08/10/2015 11:36 BST | Updated 07/10/2016 06:12 BST

Peston's Mistake: Don't Fall For Your Own Hype

I don't mean to sound harsh but Robert Peston is a Number Two. A quite brilliant Number Two, one of the best in the business. The sort of Number Two everyone wants by their side because he makes their job easier and them look better. But he's still a Number Two. Which is why his much-anticipated transfer to ITV will be a disaster.

After an absurd few weeks of 'will he, won't he' rumours (absurd principally because most of the country couldn't care less), it's been revealed today that the promise of his own political interview show on ITV has been enough to persuade the journalist that he's outgrown the BBC.

Perhaps he has. After all, there aren't many in the business who have become a brand, whose surname is enough to identify them, who grace newspaper front pages and even - this really is absurd - the fashion and style pages.

And that's the problem. Like so many who crave the top job above all else, he has been seduced by others' hype and his vanity. Worse, perhaps, is his belief - shared by all those who confuse ambition with success - that only the top job will do. That being the wing man is not enough, that it's demeaning to always be the session musician, that winning the Best Supporting Oscar is a bit meh.

The world is strewn with the scarred corpses of those who thought that 'Deputy' was a mere stepping stone rather than the singular achievement that it should be seen to be. The man or woman who makes things work, keeps it ticking along, gives their boss the edge and makes them appear more talented than

they are.

Peter Taylor's fatal mistake was not to realise Brian Clough was a champion because of his counsel - taking the top job at Derby County represented catastrophic hubris. Philip Clarke helped Terry Leahy turn Tesco into the High Street's dominant force but he didn't have the wherewithal to acknowledge he lacked the attributes to take the helm. The same is true of Gordon Brown - the sort of loner and bruiser with a Stakhanovite work ethic that Tony Blair needed but not a man who could inspire colleagues. I still think Alistair Cook was an unthreatening, clean-cut, anodyne deputy for Andrew Strauss - but a leader he aint. And the least said about Bruce Foxton's delusions of grandeur in thinking he was as important to The Jam as Paul Weller the better.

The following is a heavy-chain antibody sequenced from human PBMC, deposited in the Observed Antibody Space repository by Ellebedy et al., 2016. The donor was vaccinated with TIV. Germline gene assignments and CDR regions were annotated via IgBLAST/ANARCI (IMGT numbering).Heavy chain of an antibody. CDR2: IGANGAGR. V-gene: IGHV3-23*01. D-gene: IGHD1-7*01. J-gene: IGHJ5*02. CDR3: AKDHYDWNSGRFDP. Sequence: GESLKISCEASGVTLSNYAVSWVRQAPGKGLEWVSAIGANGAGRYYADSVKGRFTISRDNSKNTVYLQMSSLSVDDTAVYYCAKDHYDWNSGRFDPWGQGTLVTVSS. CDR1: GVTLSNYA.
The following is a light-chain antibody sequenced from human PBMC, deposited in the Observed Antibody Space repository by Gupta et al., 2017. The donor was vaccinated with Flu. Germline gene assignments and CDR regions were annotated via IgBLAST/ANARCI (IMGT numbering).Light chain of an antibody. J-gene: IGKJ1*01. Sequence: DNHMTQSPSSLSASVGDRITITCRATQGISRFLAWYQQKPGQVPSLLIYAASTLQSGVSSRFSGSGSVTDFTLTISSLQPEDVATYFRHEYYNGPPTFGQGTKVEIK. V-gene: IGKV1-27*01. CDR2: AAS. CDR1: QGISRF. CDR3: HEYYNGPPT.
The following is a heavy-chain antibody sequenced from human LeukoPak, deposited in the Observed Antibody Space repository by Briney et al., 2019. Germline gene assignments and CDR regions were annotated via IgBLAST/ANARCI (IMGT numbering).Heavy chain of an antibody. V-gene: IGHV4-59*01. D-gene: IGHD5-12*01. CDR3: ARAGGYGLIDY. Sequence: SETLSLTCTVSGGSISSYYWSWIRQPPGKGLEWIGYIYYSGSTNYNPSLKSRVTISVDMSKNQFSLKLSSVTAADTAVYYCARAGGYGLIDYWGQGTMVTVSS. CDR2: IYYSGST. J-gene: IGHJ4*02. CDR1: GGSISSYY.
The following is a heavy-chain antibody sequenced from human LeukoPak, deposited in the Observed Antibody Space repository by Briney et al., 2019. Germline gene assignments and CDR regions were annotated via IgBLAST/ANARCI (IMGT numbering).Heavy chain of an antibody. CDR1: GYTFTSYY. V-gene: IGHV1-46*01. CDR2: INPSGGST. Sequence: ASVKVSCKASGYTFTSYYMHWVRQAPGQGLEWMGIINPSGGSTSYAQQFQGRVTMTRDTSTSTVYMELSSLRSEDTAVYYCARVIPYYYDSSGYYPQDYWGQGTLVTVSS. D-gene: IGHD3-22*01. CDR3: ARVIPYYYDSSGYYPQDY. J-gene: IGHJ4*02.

But why are deputies so often such failures? Why, when they have spent years planning their accession, do they invariably make such a hash of the top job?

Perhaps it's because they're engaged in a self-fulfilling prophesy, not quite appreciating that being Number Two is an achievement in itself. It's as if their insecurity at still having to crane their necks to look up rather than survey all before them is more powerful than the realisation that they're really rather good at what they do.

George Harrison, gifted though he was, knew that he was never a leader. He never wanted to be. Better to be part of something, Beatle or Wilbury, than front and centre. Did Ernie Wise consider the role of sidekick as anything other than what it really was - utterly integral to success? It's not about knowing your place but knowing what you're good at.

Not many people know who Thelma Ritter was but in Hollywood's post-war heyday she went toe-to-toe with Bette Davis, Burt Lancaster, Doris Day, Gene Tierney, Susan Hayward and Richard Widmark. One of the finest actors of her generation, she was never the star yet was nominated for a Supporting Oscar six times, though never won. She rather enjoyed being cinema's bridesmaid, knowing that that in itself was a rare achievement in an industry that elevated and discarded its leading talents with brutal haste.

There's nothing wrong with drive and ambition but there's also nothing wrong with playing second fiddle, if that's what you're good at. The mistake Peston is making is that he's forgotten that whilst people like Huw Edwards, Jim Naughtie and Kirsty Wark look like they're the ones running the show, he's the real talent.